Challenging Assumptions in Urban Restoration Ecology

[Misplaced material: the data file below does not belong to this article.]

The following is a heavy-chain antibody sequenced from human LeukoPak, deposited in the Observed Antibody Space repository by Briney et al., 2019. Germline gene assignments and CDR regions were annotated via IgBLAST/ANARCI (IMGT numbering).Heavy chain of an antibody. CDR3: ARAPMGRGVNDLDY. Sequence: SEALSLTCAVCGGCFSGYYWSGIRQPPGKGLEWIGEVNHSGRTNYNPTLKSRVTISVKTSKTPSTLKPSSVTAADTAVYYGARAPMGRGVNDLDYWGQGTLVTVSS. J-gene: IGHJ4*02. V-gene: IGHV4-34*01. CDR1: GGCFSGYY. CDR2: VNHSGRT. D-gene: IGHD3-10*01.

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Landscape Journal32:2ISSN 0277-2426 2013 by the Board of Regents of the University of Wisconsin SystemChallenging Assumptions in Urban Restoration EcologyJoshua ZeunertABSTRACT This paper presents a critical examina-tion of core assumptions of Restoration Ecology (RE) and Urban Restoration Ecology (URE) with a focus on reinstatement of native/indigenous vegetation in urban areas. REs widely utilized and imposed land use approach reconstructs questionable historic interpretations of natural landscapes. RE misappropriates various terms and ideologies central to its paradigm, thereby exclud-ing non- native biodiversity. Despite decades of theory, research, and practice, RE suffers a noteworthy risk of failure. RE applies rural conservation practices to urban environments, which often presents difficulties in terms of scale and suitability for fauna. RE is optimistic or mis-representative regarding economics, maintenance, and risk in urban environments. This paper briefly discusses an alternative focus, which includes a broader concept of restoration. More substantially, this paper explores multi-functional landscape techniques that: respond to novel states in urban environments; that address present and future needs and scenarios; deliver tailored ecosystem services; and provide resources and productivity specifi-cally relevant to urban contexts.KEYWORDS Restoration ecology, urban, biodiversity, landscape architecture, indigenous, native, design, plan-ning, management.INTRODUCTIONThis paper presents a critical examination of the ideology and practice of Restoration Ecology (RE), also known as ecological restoration/reconstruction/reinstatement, in the landscape context of urbanized Australia. While RE appears to be a reasonable and positive endeavour, there are numerous core problems with its ideology, approach, and eff ectiveness. This paper does not seek to critique the practice of restoring landscapes per se, but rather, questions the prevalence of applying the dominant paradigm and narrow focus in which RE is often conceived and conducted. The critique focuses on RE that returns landscapes to past, historical states (SER 2004; SER 2005; Handel 2011), and the attempts to re- purpose urban and peri- urban landscapes as reconstructed indigenous/native land-scapes in urban areas where these have been altogether destroyed and lost (herein referred to as urban restora-tion ecology or URE). While most RE is applied in rural environments or at a regional scale, the majority of discourse does not explicitly diff erentiate between urban and rural contexts. Regardless of context, RE practitioners often apply the same or similar methods in urban and rural areas. While the RE movement provides accessible material on implementation (SER 2005), very little is provided or discussed to its relevance in urban sce-narios. The need for RE in any given context is often treated as a given (Clewell and Aronson 2006) and therefore most literature does not closely examine the context for RE, the where and why. Some RE dis-course blurs the boundary between conservation and restoration, and some misappropriates the term bio-diversity. For the purposes of this paper, native and indigenous are used to denote the plant and animal species occurring in a nation/region before the arrival of humans and/or signifi cant disturbance by humans. 232 Landscape Journal 32:2Urban refers to an agglomeration of humans in towns, cities, and megalopolises.While this paper focuses on an Australian context, it has many coincident themes and parallels with RE in North America, the UK, and worldwide. Urban disciplines aff ected by RE/URE ideology typically include: ecology, urban and regional planning, urban ecology, landscape architecture, urban design, natural resource management, environmental management, architecture, open space management, and horticul-ture. Many of these disciplines have not disseminated critique and debate of URE. As these disciplines often aim to improve and increase natural resources and capital, ecosystem services, and social engagement with cultural and environmental issues and practices, it is, thus, imperative to assess UREs legitimacy in a wider context.This article provides a contextual background for ecological restoration cast against a discussion of fl awed assumptions, performance issues, and a suggested paradigm shift to improve landscape outcomes. Possibilities for further research on multi-functional urban landscape approaches are pre-sented, such as urban agriculture at the edges of its scope of considerations.BACKGROUNDEons of geological time on earth have given human-ityuntil recent decadesa seemingly endless abun-dance of ecosystem services that have provided us with the fresh water, food, and resources that fund our daily activities. Human practices have always re- shaped and impacted ecosystems, and until recent decades the global human population has not been large enough to cause widespread concern at the collective impacts of human actions. In recent centuries and most markedly, since the 20th century, humans have industrialized at an accelerated pace fueled by extensive use of fossil fuels, natural resources, and ecosystem services to the detriment of biological diversity and native environ-ments. A worldwide urban culture dependent on fossil fuels has generated high pressure on global and na-tional ecosystems, creating concern amongst ecologists, scientists, and in some cases, the wider population. There is an increasing global scientifi c consensus that the Earth has entered a biodiversity extinction crisis (UNEP 2007) due to the cumulative eff ects of human (anthropogenic) impacts on the environment (ABCS 2010). A wide range of discourse on global and local biodiversity loss has been published. Subsequent focus on reducing further losses has encountered a range of threats and impacts (ABCS 2010; Cocklin and Dibden 2009). In response, conservation of native and indige-nous biodiversity has expanded to include the concepts and practices of restoration ecology/ecosystem res-toration (RE) (Lodwick 1994). Restoring ecosystems and their services is intended as a measure to increase resilience in the face of biodiversity loss and to restore ecosystem services. RE as practiced usually attempts to rebuild eco-system services as conservation for conservations sake (DeClerck and Salinas 2011) and/or reconstructs historic landscapes that usually have lesser value to humans. REs increasingly narrow focus on conserv-ing and restoring ecosystems and their services creates a mixed impact in practice. Though primarily based on conservation motives rather than economic or human ends (Redford and Adams 2009), the provision of ecosystem services is an anthropocentric concept. Evaluating the eff ectiveness of reconstructed ecosystem services requires a similarly broad and anthropocen-tric methodology. This article argues that as global populations, ecological footprints, and human impacts continue their unprecedented growth, it is imperative that the landscapes we invest in are fl exible and multi-functional as they:1. maximize their benefits to future inhabitants; 2. maximize efficiency and performance; 3. are resilient to future pressures; 4. mitigate impacts of human activities, and5. provide useful resources, services, and benefits (WCED 1987).This paper does not seek to question the often surprising evidence of native/indigenous biodiversity located in urban areas, but rather to highlight the challenges presented in maintaining or enhancing this biodiversity, especially in areas growing in population, density, and/or intensity of human activity. What is Restoration Ecology/Urban Restoration Ecology? In their foundational document (Shackelford etal. 2013, 297), the Society for Ecological Restora-tion (SER) defi ne RE as an intentional activity that Zeunert 233initiates or accelerates the recovery of an ecosystem with respect to its health, integrity and sustainability (SER 2004, 1) and the process of assisting the recov-ery of an ecosystem that has been degraded, dam-aged, or destroyed (SER 2004, 3). SERs Guidelines for Developing and Managing Ecological Restoration Projects elaborates:Restoration attempts to return an ecosystem to its historic trajectory, i.e. to a state that resembles a known prior state or to another state that could be expected to develop naturally within the bounds of the historic trajectory (2005, 2).Hobbs and Norton (1996) state that the goal of ecosystem restoration is to re- transition an ecosystem to its pre- disturbed structure, function, and composi-tion. Initially, RE was primarily focused on rural and regional environments; however, its application in urban environments is increasing. REs implementation has been aided by the spatial estimation of indigenous landscape reference ecosystems (low woodland, sedgeland, etc.). In Aus-tralia, seminal works by Benson and Howell (1990) and Kraehenbuehl (1996) mapped pre- European reference ecosystems across the urban regions of Syd-ney and Adelaide and provided detailed species lists, historic photographs, drawings, and accounts. This mapping has provided an understanding of historic vegetation and landscapes in terms of spatial cover-age and vegetation association structures, which has aided REs implementation, especially where reference ecosystems have been destroyed and lost. Assessment of spatial areas, quality, and condition of reference ecosystems is now commonplace and is often an integral component of ecological studies and planning processes. Yet this approach can also be questionable as many of these assessments are highly subjective and involve implicit value judgments (Parkes, Newell, and Cheal 2003). The SER guidelines list fi ve contexts for restora-tion, three of which use urban examples where there is no pre- existing indigenous landscape present (SER 2005) in the process of return[ing] ecosystems to their intended trajectory (SER 2004, 12). REs value- laden defi nitions and terms (Suding 2011) refl ect the strong belief that historic, indigenous landscapes are the rightful state.To What Extent is Restoration Ecology/Urban Restoration Ecology Utilized?We are obviously past any point where strategies that focus on preservation of pristine habitats are sufficient for the job. Greater attention must be placed on human- dominated landscapes (Novacek and Cleland 2001).The demand for restoration is rapidly increasing: RE is in a signifi cant growth period and it is becoming a primary focus of natural resource management with thousands, if not millions of restoration projects occur-ring annually across the globe (Suding 2011; Harris 2011). The SER have members and partners in over sixty nations (Whisenant 2011). At a 2010 meeting of the Convention on Biological Diversity, countries com-mitted to a target of restoring 15 percent of degraded ecosystems worldwide by 2020 (SCBD 2010). Growth in RE is evident in the increasing volume of published journal articles and academic programs and outputs. Decisions that determine urban land use outcomes involve planners, natural resource managers, landscape architects, architect, environment offi cers, politicians, and various consultants. RE is a prevailing and estab-lished land- use methodology endorsed and imple-mented by many of these professionals (Clewell and Aronson 2006). URE is globally evident in the projects of planners, landscape architects, and architects who increasingly use intensive methods1 in highly urbanized locations2 aimed at increasing indigenous biodiversity (such as vertical green walls on high- density buildings and large road- bridge wildlife crossings) (Francis and Lorimer 2011; Blaustein 2013). Why Question Urban Restoration Ecology?While URE appears to be a reasonable and positive endeavour, there are numerous key problems with its ideology, approach, and eff ectiveness. This is espe-cially the case when it is applied with an assumption that RE is an appropriate strategy in any given context. Restoration eff orts frequently ignore the why of the project and imply that restoration is needed, that this is inherently obvious, and that restoration intentions are noble (Clewell and Aronson 2006). The how of restoration needs signifi cantly closer examination and comparison with alternative approaches; a substantial 234 Landscape Journal 32:2undertaking that is outside of the scope of this paper, but briefl y explored in the fi nal section. FLAWED ASSUMPTIONS EMPLOYED IN RESTORATION ECOLOGYREs core problem is that it is retrospective. It assumes that the past provides the blueprint and best solution to current and future issues. Restoring ecosystems to a historical state by reinstating indigenous plant species does not necessarily optimize or maximize outcomes nor make them resilient in the face of pressures of present and future scenarios. Faced with unprecedented changes in climate, land use, and biodiversity, the goal of return-ing to static, past points in time and restarting the eco-logical clock is unrealistic (Moreira 2006; Suding 2011).For example, Wade, Gurr, and Wratten claim ecological restoration of farmland can contribute to sustainable agriculture by moving degraded ecosys-tems closer to their former state and thereby restoring ecosystem function (2008, 831). Restoring ecosystem function and historical integrity is a central goal of most RE advocates; however, it is based on several problematic assumptions:1. Restoration can restore the lost historic state and/or native/indigenous ecosystem function of sites;2. Historic states/ecosystems are optimum for current and future scenarios;3. Nature is or was naturally in- balance, and this balance can be (re)constructed by humans; 4. Systems will recover in the desired way if they are reinstated;5. Adaptation, use, or conservation of restored landscapes will be considered appropriate in the future;6. RE is the most effective method for restoring degraded land;3 and7. Degraded landscapes have less value4 than restored landscapes (accounting for the embodied energy and likelihood of success/failure of RE).Lateral thinking may help to develop novel and eff ective solutions to design, plan, and construct relevant ecosystem services, rather than attempting to replicate and reconstruct past landscapes. This is especially relevant in urban contexts.Restoration Differs from ConservationREs paradigm and practices are rooted in a rural conservation ethic (Lodwick 1994; Dramstad, Olson, and Forman 1996). While a logical evolution exists between conservation and restoration, problems arise when they are not clearly and explicitly diff erentiated and many RE advocates and literature fall into this misrepresentation. In simple terms, conservation pro-tects areas of remnant native/indigenous biodiversity already in place that have tangible conservation value. Restoration recreates past notions of native/indigenous landscapes, with no guarantee of manifesting out-comes of conservation value. An example of a document that blurs conservation and restoration/reconstruction is the national umbrella plan, Australias Biodiversity Conservation Strategy 20102030. The document makes almost no specifi c reference to the practice of restoration and what it can achieve. Yet at least two of the 10 ambitious national targets involve re- establishing eco system functions (ABCS 2010, 9) through RE activities: Item5: By 2015, 1,000 km2 of fragmented landscapes and aquatic systems are being restored to improve ecological connectivity, and Item 6: By 2015, four collaborative continental- scale linkages are established and managed to improve ecological connectivity (ABCS 2010, 10). There are countless other documents worldwide that combine conservation/preservation and restoration/reconstruction without diff erentiating their ideology and approach. Clarifi cation between these disciplines and practices would be benefi cial to avoid confusion in ideology, technique, performance, and outcomes. Pre- European North America and Australia were Natural Landscapes? Proponents of RE usually do not regard pre- European landscapes in North America and Australia as being cultural landscapesdynamic landscape systems that were shaped by millennia of aboriginal practices such as the use of fi re and hunting. A cultural landscape is produced by the long- term interaction of humans and nature (Moreira et al. 2006, 218) and defi ned as cultural properties . . . represent[ing] the combined works of nature and of man (UNESCO 2012, 14). North American and Australian landscapes were only natural before the arrival of humans (around 50,000 years prior to Europeans in Australia). For example, Zeunert 235Australian Aborigines skillfully managed their cultural landscape systems and modifi ed these to suit their purposes (actually reducing biodiversity and fertility of landscapes) (Flannery 1994). These cultural land-scapes supported an Aboriginal population estimated at only 315,000750,000 persons spread across the sub- continent at the time of European settlement and occupation of Australia in 1788 CE (Year Book Aus-tralia 2002). This spatial coverage was refl ected in the diverse range of Aboriginal tribes and language groups (Horton 1996). Their populations were balanced from a more culturally and environmentally sustainable car-rying capacity of indigenous landscapes than the west-ern cultures that followed: Australias biocapacity5 per person fell by more than half between 1961 and 2007 (GFN 2011). REs pre- European, indigenous landscape approach will not provide the biocapacity or ecosystem services utilized by the contemporary Australian popu-lation of 22 million people.6Animistic and pantheistic Aboriginal culture operated as an integrated and indivisible cultural and environmental whole, whereas contemporary western culture and RE have developed from a historic tradi-tion of separation between nature and culture to form an inherently dualistic opposition. We may question whether RE practitioners (or indeed contemporary Australians at large) are willing or even able to live in accordance with pre- European Aboriginal cultural practices.Biodiversity That is Not Native is Not of ValueConservation organizations, Natural Resource Management, biological nativists, and the RE move-ment frequently use the term biodiversity with an assumed reference to native and indigenous biodiver-sity; its actual defi nition is biological diversity of all life forms. These presume that native/indigenous bio-diversity is the only biodiversity of importance. Non- indigenous biodiversity is sometimes referred to and regarded as genetic pollution (Barnett 2003) and is underscored by a blanket rejection of exotic species, which has been likened to xenophobia by some critics (Peretti 1998; Hettinger 2001). Species relationships are complex (Montalvo et al. 1997). Productivity, agroforestry, agricultural systems, and home gardens can all be rich in wild biodiversity (Scherr and McNeely 2008). There are hundreds of examples of native animals that do not prefer their original indigenous habitat to environments created by humans (Low 1999, 2003).Animals and plants do what they can to survive. If that means taking over a quarry or a dump, so be it. We should not judge this as unnatural. If we are surprised, it only shows that our picture of nature is faulty. We need new ways to explain what we see. (Low 2003, 36).Such research challenges a prevalent assumption of RE, that planting indigenous plant species will provide optimum habitat and/or increase populations of indigenous fauna. An article by 19 ecologists claims that it is time to end the native versus non- native war:It is impractical to try to restore ecosystems to some rightful historical state . . . We must embrace the fact of novel ecosystems and incorporate many alien species into management plans, rather than try to achieve the often impossible goal of eradicating them or drastically reducing their abundance (Davis et al. 2011, 154).Can Biodiverse Indigenous Fauna Thrive in Urban Environments?A key aim of RE is establishing habitats for the preservation of threatened and endangered native fauna. This goal is often inappropriate in transport infrastructure- dominated environments where fauna face signifi cant challenges to movement (Selva et al. 2011) (Figure 1). Roadkill from vehicles is extensive7 and it aff ects all fauna types (Garriga et al. 2012) in urban and rural locations (Ament et al. 2008). More-over, fauna in urban environments are often regarded as pests especially when populations achieve unman-ageable levels. For example, large populations of bats in Australian cities routinely create problems.8 The City of Sydney Council redesigned their garbage bins to prevent White Ibis from foraging and creating a mess in public spaces. Indigenous Sulphur- crested Cockatoos have damaged solar panels and hot water systems at Adelaides Lochiel Park, where ironically, they were attracted to the urban forest intentionally planted to attract indigenous fauna! Urban habitats can support large populations of species listed as vulnerable in non- urban areas (such as Brush- tailed 236 Landscape Journal 32:2Zeunert 237Possums and the White Ibis) that can over- populate urban areas and face population culls.PERFORMANCE ISSUES RE/URE is not Effective, Efficient, Low- maintenance, Low- risk, or EconomicalThe challenges of realizing REs aspirations are well understood by scientists and ecologists who exam-ine its outcomes, even though published literature favors successful projects (Zedler 2007). Enactment and implementation of principles has lagged despite decades of research and theory (OFarrell and Ander-son 2010). The majority of literature reviewing REs results are focused on guided recovery and restoration of pre- existing degraded ecosystems, rather than more extensive restoration projects or complete restoration/reconstruction on sites where it has been altogether lost. Suding (2011, 465) states, despite the multitude of restoration projects and wide agreement that evalua-tion is a key to future progress, comprehensive evalua-tions are rare. A review of 240 recovery studies found that 35 percent were successful, 37 percent had mixed outcomes, and 28 percent had no recovery (Jones and Schmitz 2009). This survey indicates a relatively low overall success rate in a highly favorable study context. Palmer (2009, 1) highlights RE shortcomings, promi-nent examples of restoration methods or approaches are commonly used despite little evidence to support their effi cacy, and restoration ecology as a science and ecological restoration as a practice are in need of reform. The factors included in ecosystem restoration are complex and variable. Zedler (2000, 402) lists that landscape setting, habitat type, hydrological regime, soil properties, topography, nutrient supplies, dis-turbance regimes, invasive species, seed banks, and declining biodiversity can constrain the restoration process. She echoes challenges similar to Palmers, we have little ability to predict the path that sites will follow when restored in alternative ways, and no insur-ance that specifi c targets will be met.One of REs key goals of (re)attracting indig-enous fauna is highly questionable as results consistently show that information is limited on the extent to which plantings can provide habitat for fauna and in what time frame (Munro et al. 2009a, 150). An Australian article that reviewed 27 studies on fauna in revegetated agricultural areas stated, evi-dence to date suggests that revegetation is not a good replacement of remnant vegetation for many spe-cies (Munro, Lindenmayer, and Fischer 2007, 199). Another study found that after 30 to 40 years, results from RE plantings were hard to defi ne and inconclu-sive (Munro et al. 2009b). Many native/indigenous plantings are selected to provide for the perceived outcome of lower main-tenance and reduced water consumption. There is, however, a common misconception that native and indigenous plantings in urban landscapes require little or no maintenance. The SER state that ongoing ecosystem management is required to keep restora-tion projects eff ective (SER 2005) and that restora-tion represents an indefi nitely long- term commitment of land and resources (SER 2004, 1). In urban areas, museum landscapes are more common and may require endless intervention (Moreira et al. 2006, 221) yet interventions after the initial restoration can destroy and disturb equilibrium (Clewell and Aronson 2006).Maintenance of indigenous species often requires extensive weeding (usually conducted with herbi-cides) and pruning. Replanting is often necessary to meet safety requirements and avoid woody growth in urban areas. Some species that require fi re to regenerate or self- propagate, such as Xanthorrhoea and Banksia species in Australia, have been planted in areas where native plantings present a fi re threatas many other species are also highly fl ammable. Ongoing monitoring and maintenance is required to fulfi l an indigenous- only mantra. For example, at the award- winning Banksia Street constructed wetland in Canberra, the wetland was dredged and netted by ecologists to attempt to remove a feral species of fi sh,9 requiring that the Directorate will work closely with members of the com-munity to control these critters (ACT ESD nd) This is far from a novel ecosystem management approach and a task that will likely prove impossible. There are Figure 1A commonplace RE example (Top: Alstonville bypass, New South Wales ) aimed at increasing biodiversity and attracting indigenous fauna to a precarious environment. This approach is highly constructed.Bottom: the possibility of roadsides as productive landscapes for resources (for example, biofuels) and suitable crops for food production (e.g. pollution tolerant crops/livestock crops etc (Courtesy of Oxigen).238 Landscape Journal 32:2countless examples worldwide that mirror this example. Volunteer workforces and conservation groups build many indigenous landscapes, so the actual cost and intensity of installation, establishment, and aftercare can be skewed. REs return on investment, maintenance intensity, and suitability to urban contexts are often less ecological and low maintenance than intended. RE Differs in Rural and Urban Contexts As urban environments usually contain lower biodiversity that wildlands, species diversity in urban settings is a major challenge in ecology (Shochat et al. 2010, 199).Most RE is conducted and documented in non- urban environments. Does the introduction of regional and remote indigenous conservation and restoration values and practices into urban environments optimize urban land management? There are increased complexities, challenges, and pressures faced by RE and native/indigenous vegetation in urban environments (Sten-house 2004; Ingram 2008; Pavao- Zuckerman 2008; Musacchio 2008; Francis et al. 2008). The considerable time taken for REs outcomes undermine its appro-priateness in many urban environments, which have been characterized by rapid change in past centuries. Assessment timeframes typically range from 10 to 50 years, with longer timeframes for terrestrial systems (most common in urban scenarios). Success of RE is often achieved through avail-ability and local persistence of ecosystem storage mechanisms (such as seed banks) and where soils and natural landscape structures remain largely intact (Suding 2011) and contiguous with other restoration and conservation sites. In many urban areas these are uncommon. Additionally, the success of RE is very low at sites where changed species pools, impactful land- use legacies, and species feedbacks are present (Suding 2011). These complications are all commonplace in urban contexts (Stenhouse 2004). Thus, typical urban conditions create signifi cant challenges and very low odds for success of URE, or perhaps, present more ideal opportunities for alternative land use. Restoration Ecology Usually Requires Large and Undisturbed Scale for ViabilitySome RE proponents make clear that to have the highest chance of being eff ective, RE should occur at landscape and regional scales to combat continuous decline in conservation values across the globe (Hobbs and Norton 1996). Even in regional and rural environ-ments, it is recommended that, revegetation be con-ducted in patches that are large, wide and structurally complex to maximize the benefi ts to fauna (Munro 2007, 199). These recommendations present challenges for RE in space- constrained and human dominated urban environments. Urban areas with existing or potential landscape- scale corridors (Handel 2012) and large ecological regions may be more suited to URE. High land values can make building large extents of URE diffi cult to implement, especially if areas ideally exclude humans and/or human activities. Outside of such large- scale areas and corridors, UREs eff ectiveness, resilience, and ongoing urban via-bility is questionable. Maintaining viable populations of biologically and genetically diverse fauna in most urban areas is challenging or unrealistic. Regardless, large extents of wild habitat in urban areas can prove ineff ective due to predatory impacts from high numbers of domesticated animals (cats, dogs, and their wild descendants) (Stenhouse 2004). Fencing is an expensive, management- intensive, and often impractical option to exclude non- native species (Somers and Hayward 2012).WHAT PARADIGM SHIFTS ARE REQUIRED?While RE has noble intentions and some signifi cant achievements, its outcomes could be greater and its achievements more relevant if it demonstrated more fl exibility and willingness to collaborate with other approaches and techniques (Nassauer and Opdam 2008). RE is often closed and prescriptive, infl exible, and dogmatic. A core problem with RE is that it is often applied as a blanket approach and universal solution to site- specifi c issues. Imposing RE without consideration of context and suitability, especially in urban environments, does not optimize landscape outcomes. Eff ective urban landscape management should link culture and nature and provide services for present and future society. While this may include RE as part of a multifunctional landscape approach (Rodenburg and Nijkamp 2004) the sole use of native and indigenous vegetation based on past systems rather Zeunert 239than present and future systems is a retrospective and restrictive imposition. Restoring ecosystem services for utilization by humanity is not optimized by REs focus on static notions of historic native/indigenous landscapes and species (Redford and Adams 2009). As literal interpre-tations, these are often inappropriate to mitigate issues such as excess pollutants, nutrients, runoff , waste water, chemicals, salinity, acidifi cation, degradation, and the range of unnatural physical conditions in urban and peri- urban environments. RE frequently claims to achieve such outcomes but often results in a cosmetic application and pastiche of historic nature (Pierce 1994). Even if native/indigenous plants are capable of mitigating these issues there is a high likelihood that non- native plants will be more eff ective without necessarily excluding native fauna (Low 1999, 2003). Broadening restoration from the attempted reconstruc-tion of historical states to focus on delivering ecosys-tem services, resources, productivity, and resilience is paramount to improving its urban compatibility and eff ectiveness. This objective would be better achieved without dogmatic bias to nativism and indigenous plants, especially in areas where these no longer occur.Flexible landscape techniques aimed at improving ecosystem services relevant to current and future sys-tems are emerging. These may achieve environmental, social, and economic aims more directly and eff ec-tively than REs often rigid and historic restoration paradigm. It is logical to design and engineer effi cient, multifunctional landscape systems that are resilient in the face of human disturbance and to pressures of concentrated high intensity human use. Emerging techniques can be more eff ective at mitigating impacts caused by human activity. It is important to focus on urban strategies that improve environmental outcomes, ecosystem services, resilience, adaptation to climate change, future scenarios of resource scarcity, and peak everything (Heinberg 2007).CONCLUSION: ALTERNATIVES TO URBAN RESTORATION ECOLOGYAfter decades of implementation, RE fails to pro-vide clear predictions or outcomes from restoration scenarios in urban areas. Conversely, the increasing emergence of urban agriculture, water sensitive urban design (WSUD), productive landscapes, green infra-structure, and phytoremediation in urban areas off er the potential to address social and environmental contexts and deliver effi cient and eff ective ecosystem services for prevalent urban issues and concerns. Like- for- like comparisons with URE would be useful to quantify economic, social and environmental claims (and warrant further framework- establishing research that might point toward a more diversifi ed approach to resource conservation). Urban contexts usually provide many exploitable conditions that are well- suited to urban agriculture, WSUD, productive landscapes, and green infrastruc-ture. These include excess nutrients such as phos-phorus and nitrogen (unsuitable for most Australian native plants), pollutant and chemical runoff (prob-lematic for natural hydrology), resource hungry citi-zens and their domesticated animals (problematic for native biodiversity), demand for employment; desire for social participation; and desire for economic benefi ts. Garnett estimated that urban agriculture in London, if deployed at an overall rate of 20 percent of green open space, could supply London with 18 per-cent of their annual fruit and vegetable intake (1999). In cities with longer growing seasons or larger emp-tied tracts of land, this fi gure would be considerably higher. Victory Gardens in the USA accounted for 44percent of fresh vegetable production during World War II (Birnbaum 2013). Benefi ts of agriculture in many urban contexts include:1. efficient water use (1/5 to 1/10 usage rates compared to commercial agriculture) (Moar 2010; Brookman 2011),2. supplying fresh produce to urban areas via low food miles (Gaballa 2008), 3. utilizing urban wastewater and nutrients (reducing pollutant loads on freshwater and aquatic ecosystems), 4. utilizing food/green waste and compostable material from urban regions,5. using ecologically degraded urban and peri- urban land, and6. generating on- going employment and income; and increasing biodiversity (Garnett 1999).WSUD mitigates urban pollutants and can pro-vide space effi cient and non- chemical water fi ltration in urban areas. Biofi ltration is signifi cantly more 240 Landscape Journal 32:2space- effi cient than natural wetlands at removing pollutants. More research is required to assess poten-tial application and food or resource yields and productivity of WSUD plantings. Productive landscape approaches eschew cosmetic, ornamental species (exotic or native) in favor of useful, performance, and resource- focused landscapes (which need not preclude aesthetic or biodiversity concerns) (McLain et al 2012). In urban futures, conventional aesthetic priori-ties may lose their focus as performance of open space becomes progressively more important. Society is becoming increasingly critical of manicured faades of green space (Hough 1995) and the false natural-ness and pastiche of RE (Moreira et al. 2006), and has come to value a more rigorous assessment of the per-formance and embodied eff ects of open space (Melosi 2009). Increased use of landscape performance tools may raise viability of emerging performance- based landscape movements (OFarrell and Anderson 2010). Context is a more relevant concern in landscape mea-surement compared to architectural performance tools that often treat the building as an object in space. The embodiment of biases in performance and rating tools requires caution, as these tools can be prescrip-tive of values and objectives while passing as impartial, quantitative, and empirical. Arguably, urban land-scapes should address and provide for their context rather than impose a global or blanket agenda such as is manifested in many RE motivated projects.NOTES1. Green roofs and green walls entail technical complexity for installation and ongoing operation, and are an energy intensive way of reinstating pre- European vegetation.2. Architect Ken Yeang attempts to attract biodiversity to his skyscrapers, which are usually located in Asian megalopo-lises and highly urbanized areas.3. It is likely that there are site issues (such as soil salinity from land clearance or acidic soil from synthetic nitrogen used in agriculture) for which the past, historic reference landscapes never faced, nor are necessarily capable of effectively addressing (Suding 2011).4. Various authors have documented and advocated for the value of degraded landscapes (such as Low 1999, 2003; Hough 1995)5. Biocapacity refers to the capacity of a given biologically productive area to generate an on- going supply of renew-able resources and to absorb its wastes. Unsustainability occurs if the areas ecological footprint exceeds its bio-capacity. Biologically productive areas include croplands, pastures, forests, and fisheries.6. Australias population growth rate at around 2 percent is the highest of industrialized nations and means that its population will double somewhere midway through the 21st century.7. WIRES, a New South Wales based organization relying largely on volunteers rescued 75,000 animals in 2009.8. Indigenous Artist Lin Onuss installation Fruit Bats (1991) explored this conflict. Some bats carry the Hendra virus.9. Like many pest species, the small fish Gambusia were introduced to control mosquitoes but they prey on native fish, tadpoles, and macroinvertebrates.REFERENCESAustralian Capital Territory Environment and Sustainable Development (ACT ESD). nd. Banksia St Wetland. http://www.environment. .gov.au/water/constructed_wetlands/banksia_st [June 4, 2012]Ament, Rob, Anthony Clevenger, Olivia Yu and Amanda Hardy. 2008. An assessment of road impacts on wildlife populations in U.S. National parks. Environmental Management 42(3): 480496.Australias Biodiversity Conservation Strategy 20102030 (ABCS). 2010. Commonwealth of Australia: Natural Resource Management Ministerial Council. http://www.environment.gov.au/biodiversity/strategy/index.html [July27, 2011].Barnett, Guy. 2003. Biodiversity and the built environment. LApapers, Australian Institute of Landscape Architects http://www.aila.org.au/lapapers/papers/CSIRO2/default.htm [Jan 20, 2012].Benson, Doug, and Jocelyn Howell. 1990. 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Ecological restoration of farmland: Progress and prospects. Philosophical Transactions of the Royal Society B: Biological Sciences 363(1492): 831847 Whisenant, Steve. 2011. The Society for Ecological Restoration. Ecological Restoration 29(3): 207208.World Commission on Environment and Development (WCED). 1987. Our Common Future: The world Commission on Environment and Development. London: Oxford University Press.Year Book Australia. 2002. Commonwealth of Australia: Australian Bureau of Statistics. http://www.abs.gov.au/ausstats/abs@.nsf/94713ad445ff1425ca25682000192af2/bfc28642d31c215cca256b350010b3f4!OpenDocument [July 27, 2011].Zedler, Joy. 2000. Progress in wetland restoration ecology. TREE 15(10): 402407. . 2007. Success: An unclear, subjective descriptor of restoration outcomes. Ecological Restoration 25(3): 162168.ACKNOWLEDGEMENTS The author would like to thank Lance Neckar and David Pitt for their editorial assistance. The author would also like to thank Tim Waterman, DrJanis Lander, Dr Jo Russell- Clarke, Alys Daroy, and the peer reviewers for their feedback and assistance with editing.AUTHOR Joshua Zeunert is a Lecturer at Writtle College in the UK. Formerly an AILA Registered Land-scape Architect in Australia, Josh practiced with leading landscape architecture design practices in Sydney and Adelaide while working as a casual academic at UNSW and UniSA, before becoming a lecturer at the University of Adelaide. Josh also holds a degree in architecture and has a background in environmental studies. His current research involves design thinking and practice in urban agriculture, productive landscapes, and environmental design. /ColorImageDict > /JPEG2000ColorACSImageDict > /JPEG2000ColorImageDict > /AntiAliasGrayImages false /CropGrayImages true /GrayImageMinResolution 300 /GrayImageMinResolutionPolicy /OK /DownsampleGrayImages true /GrayImageDownsampleType /Bicubic /GrayImageResolution 150 /GrayImageDepth -1 /GrayImageMinDownsampleDepth 2 /GrayImageDownsampleThreshold 2.00000 /EncodeGrayImages true /GrayImageFilter /DCTEncode /AutoFilterGrayImages true /GrayImageAutoFilterStrategy /JPEG /GrayACSImageDict > /GrayImageDict > /JPEG2000GrayACSImageDict > /JPEG2000GrayImageDict > /AntiAliasMonoImages false /CropMonoImages true /MonoImageMinResolution 1200 /MonoImageMinResolutionPolicy /OK /DownsampleMonoImages true /MonoImageDownsampleType /Bicubic /MonoImageResolution 300 /MonoImageDepth -1 /MonoImageDownsampleThreshold 1.50000 /EncodeMonoImages true /MonoImageFilter /CCITTFaxEncode /MonoImageDict > /AllowPSXObjects false /CheckCompliance [ /None ] /PDFX1aCheck false /PDFX3Check false /PDFXCompliantPDFOnly false /PDFXNoTrimBoxError true /PDFXTrimBoxToMediaBoxOffset [ 0.00000 0.00000 0.00000 0.00000 ] /PDFXSetBleedBoxToMediaBox true /PDFXBleedBoxToTrimBoxOffset [ 0.00000 0.00000 0.00000 0.00000 ] /PDFXOutputIntentProfile (None) /PDFXOutputConditionIdentifier () /PDFXOutputCondition () /PDFXRegistryName () /PDFXTrapped /False /CreateJDFFile false /Description > /Namespace [ (Adobe) (Common) (1.0) ] /OtherNamespaces [ > /FormElements false /GenerateStructure false /IncludeBookmarks false /IncludeHyperlinks false /IncludeInteractive false /IncludeLayers false /IncludeProfiles false /MultimediaHandling /UseObjectSettings /Namespace [ (Adobe) (CreativeSuite) (2.0) ] /PDFXOutputIntentProfileSelector /DocumentCMYK /PreserveEditing true /UntaggedCMYKHandling /LeaveUntagged /UntaggedRGBHandling /UseDocumentProfile /UseDocumentBleed false >> ]>> setdistillerparams> setpagedevice